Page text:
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UPDATED: October 31, 2007 NO.32 AUG.9, 2007
‘The Time Has Come’
As of June 2007, more than 2,300 Chinese companies have operations in Singapore, and 118 Chinese companies are listed on the Singapore Stock Exchange

A 40th anniversary is always a special occasion for celebration and reflection. For the Association of Southeast Asian Nations (ASEAN)a regional organization that groups 10 countries in Southeast Asia,the proudest part of its 40-year history is that it has helped preserve peace in the region, according to Chin Siat Yoon, Singapore's Ambassador to China. Singapore is one of ASEAN's five founding members. In an interview with Beijing Review reporter Yan Wei, Chin discussed his observations on ASEAN's achievements and challenges, as well as its integration process and cooperation with China.


Beijing Review: Singapore, which holds the rotating chairmanship of ASEAN from August, plays a leading role in celebrating the 40th anniversary of ASEAN. What is the theme of the celebrations? What message does ASEAN want to convey to the world on this special occasion?

Chin Siat Yoon: ASEAN has chosen the theme "One ASEAN at the Heart of Dynamic Asia" for its 40th anniversary celebration. As the theme makes clear, our aim is to continually strengthen ASEAN, enhance its internal coherence and ensure its continued relevance in a very dynamic region of the world.

What do you think is ASEAN's greatest achievement during the past 40 years? What are the challenges that still lay ahead?

ASEAN has every reason to be proud of its many achievements. If you ask me what ASEAN's single greatest achievement over the past four decades is, I would say that it has helped preserve peace in the region. When ASEAN was first formed four decades ago, many analysts and observers believed that it would soon go the way of several earlier attempts at forming a regional organization-that is, into oblivion. As recently as in the early 1990s, a popular prediction was that with the resolution of the conflict in Cambodia, the glue that bound ASEAN together was no more, and the regional organization would fall apart. This, as you know, did not happen. I think the pessimists have tended to ignore or underestimate the fact that ASEAN countries have, over the years, learned the merits of working together and that we have developed a culture of consultation and cooperation among ourselves, which in turn, has spawned a sense of community.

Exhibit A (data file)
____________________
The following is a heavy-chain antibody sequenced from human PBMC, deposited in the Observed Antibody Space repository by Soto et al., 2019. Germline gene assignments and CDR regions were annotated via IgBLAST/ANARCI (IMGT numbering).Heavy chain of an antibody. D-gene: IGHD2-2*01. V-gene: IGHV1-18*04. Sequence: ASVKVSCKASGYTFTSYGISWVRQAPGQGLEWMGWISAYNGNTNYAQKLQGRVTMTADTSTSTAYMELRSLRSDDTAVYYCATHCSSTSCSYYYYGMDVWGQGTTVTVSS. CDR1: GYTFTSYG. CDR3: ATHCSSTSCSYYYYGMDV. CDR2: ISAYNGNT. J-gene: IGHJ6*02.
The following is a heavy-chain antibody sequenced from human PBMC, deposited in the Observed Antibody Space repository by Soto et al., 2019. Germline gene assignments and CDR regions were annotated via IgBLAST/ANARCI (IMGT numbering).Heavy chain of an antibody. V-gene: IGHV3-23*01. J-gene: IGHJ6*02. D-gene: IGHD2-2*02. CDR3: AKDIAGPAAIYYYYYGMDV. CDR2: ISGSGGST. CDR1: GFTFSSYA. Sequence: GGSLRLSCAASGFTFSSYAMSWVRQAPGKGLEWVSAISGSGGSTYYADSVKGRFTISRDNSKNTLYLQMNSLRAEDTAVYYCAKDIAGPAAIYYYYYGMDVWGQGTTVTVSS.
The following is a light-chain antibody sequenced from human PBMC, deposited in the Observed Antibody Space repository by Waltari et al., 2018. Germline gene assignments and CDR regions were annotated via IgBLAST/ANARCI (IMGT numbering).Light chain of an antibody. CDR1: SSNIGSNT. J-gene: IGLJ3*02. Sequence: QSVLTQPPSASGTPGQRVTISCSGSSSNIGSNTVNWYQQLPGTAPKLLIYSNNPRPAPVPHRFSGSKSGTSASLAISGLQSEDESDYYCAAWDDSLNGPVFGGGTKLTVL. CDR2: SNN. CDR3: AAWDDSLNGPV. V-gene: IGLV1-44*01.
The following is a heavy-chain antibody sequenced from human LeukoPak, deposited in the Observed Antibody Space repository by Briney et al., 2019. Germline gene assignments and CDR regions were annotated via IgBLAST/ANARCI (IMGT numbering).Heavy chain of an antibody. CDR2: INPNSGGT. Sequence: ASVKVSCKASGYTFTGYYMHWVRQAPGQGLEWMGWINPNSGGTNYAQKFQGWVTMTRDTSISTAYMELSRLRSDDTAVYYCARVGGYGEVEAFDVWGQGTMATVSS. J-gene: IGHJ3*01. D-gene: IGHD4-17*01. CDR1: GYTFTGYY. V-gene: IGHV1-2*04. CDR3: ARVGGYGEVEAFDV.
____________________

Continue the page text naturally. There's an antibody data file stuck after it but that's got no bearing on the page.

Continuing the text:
That this sense of community is rapidly gaining strength is amply evident in the decision taken by our leaders at the last ASEAN Summit in Cebu to bring forward the establishment of an ASEAN Community from 2020 to 2015.

Looking into the future, there are obviously many challenges that lay ahead. The experience of the EU shows how difficult it is for different countries to come together. And ASEAN countries are inherently more diverse and disparate compared to their European counterparts. I would place these challenges in two broad categories: internal [to ASEAN] and external. Internally, ASEAN needs to enhance its cohesion by moving toward a rule-based system and placing greater emphasis on institution building. The ASEAN Charter, which was presented to the foreign ministers for deliberation at the recent ASEAN Ministerial Meeting in Manila, would enhance the effectiveness of ASEAN. Judging from developments thus far, we are making good progress toward the unveiling of the charter at the November Summit in Singapore. Externally, ASEAN needs to work together to ensure a benign environment that is conducive both to its growth and to its continued relevance.

To sum up, ASEAN has come a long way, but more challenges lay ahead. To deal with future challenges, a cohesive and integrated ASEAN is sine qua non. One of the founding fathers of ASEAN, Singapore's first Foreign Minister Sinnathamby Rajaratnam, made this observation quite some time ago-"ASEAN member countries must strive to marry national thinking with regional thinking." I think the time has come.

How will Singapore promote ASEAN integration during its chairmanship?

ASEAN, as I mentioned before, is characterized by great internal diversity and disparity. To promote ASEAN integration entails two important thrusts. The first is to narrow the economic disparity among the countries; the second is to boost the sense of an ASEAN community.

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